The Georgia Center for Nonprofits recognizes the critical role of nonprofits to thriving communities and that is why we feel so strongly about bringing greater public awareness to their work and worth. Georgia Gives Day is our beacon call for people in communities across the state to join us in our work and help raise needed resources to accomplish it.
"When teens lead, teens succeed,” said Susan Landrum, manager of development and outreach at VOX Teen Communications, summing up their approach to youth development through writing and publishing programs.
The idea for the Junior Board of Directors at Hemophilia of Georgia arose in a strategic planning meeting just two years ago. Today, its seven members are working hard to raise awareness of the disorder and support HoG’s work by planning fundraisers, recruiting volunteers, working at events, and representing HoG in their communities.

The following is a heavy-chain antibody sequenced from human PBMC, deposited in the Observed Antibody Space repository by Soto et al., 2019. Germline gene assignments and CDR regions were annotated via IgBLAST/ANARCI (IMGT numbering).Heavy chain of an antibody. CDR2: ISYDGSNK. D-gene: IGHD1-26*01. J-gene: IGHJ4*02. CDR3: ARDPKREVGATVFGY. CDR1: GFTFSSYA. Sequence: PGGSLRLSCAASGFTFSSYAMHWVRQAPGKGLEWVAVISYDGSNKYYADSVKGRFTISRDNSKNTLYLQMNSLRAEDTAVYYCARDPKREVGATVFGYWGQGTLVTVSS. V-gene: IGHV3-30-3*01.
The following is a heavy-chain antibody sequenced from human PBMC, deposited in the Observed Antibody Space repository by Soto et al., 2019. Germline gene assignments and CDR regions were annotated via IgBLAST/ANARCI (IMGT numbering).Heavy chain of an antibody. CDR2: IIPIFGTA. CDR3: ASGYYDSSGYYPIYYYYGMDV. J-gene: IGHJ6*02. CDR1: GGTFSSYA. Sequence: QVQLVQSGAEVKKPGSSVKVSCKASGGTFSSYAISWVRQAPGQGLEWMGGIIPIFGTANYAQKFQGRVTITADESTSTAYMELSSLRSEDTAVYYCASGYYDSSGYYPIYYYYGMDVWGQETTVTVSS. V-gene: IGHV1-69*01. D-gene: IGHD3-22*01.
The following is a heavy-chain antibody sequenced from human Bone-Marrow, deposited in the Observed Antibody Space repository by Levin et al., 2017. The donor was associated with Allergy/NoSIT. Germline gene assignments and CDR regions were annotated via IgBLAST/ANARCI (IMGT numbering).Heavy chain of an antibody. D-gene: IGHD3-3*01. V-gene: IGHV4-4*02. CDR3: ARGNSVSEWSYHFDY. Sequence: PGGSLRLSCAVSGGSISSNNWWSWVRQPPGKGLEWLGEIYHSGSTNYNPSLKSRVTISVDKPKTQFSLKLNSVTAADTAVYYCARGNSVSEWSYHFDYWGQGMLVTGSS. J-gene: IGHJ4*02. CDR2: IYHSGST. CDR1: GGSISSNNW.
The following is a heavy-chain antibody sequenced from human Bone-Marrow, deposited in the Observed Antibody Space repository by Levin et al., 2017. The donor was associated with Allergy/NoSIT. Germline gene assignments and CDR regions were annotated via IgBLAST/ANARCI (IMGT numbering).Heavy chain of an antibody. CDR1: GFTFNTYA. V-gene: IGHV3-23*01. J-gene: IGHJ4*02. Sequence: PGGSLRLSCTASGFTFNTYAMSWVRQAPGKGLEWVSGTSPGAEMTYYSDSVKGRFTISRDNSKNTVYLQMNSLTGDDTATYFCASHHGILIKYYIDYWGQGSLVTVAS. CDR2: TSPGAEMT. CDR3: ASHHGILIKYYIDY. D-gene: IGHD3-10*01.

According to Dickson, the merger idea was tossed between the two well-established organizations for “at least 15 years.” Finally, “both boards felt the time was right: the resources were there, the leadership was there, the momentum and rationale were strong.”
This past year, GCN and the Peyton Anderson Foundation teamed up to study the needs of low-income residents in Macon and surrounding Bibb County, and assess the sector’s ability to meet them. The process began by identifying more than 200 area nonprofits, followed by focus groups, in-depth data collection, and analysis, which was used to quantify issues, assess capacity, and find both duplications and gaps in services.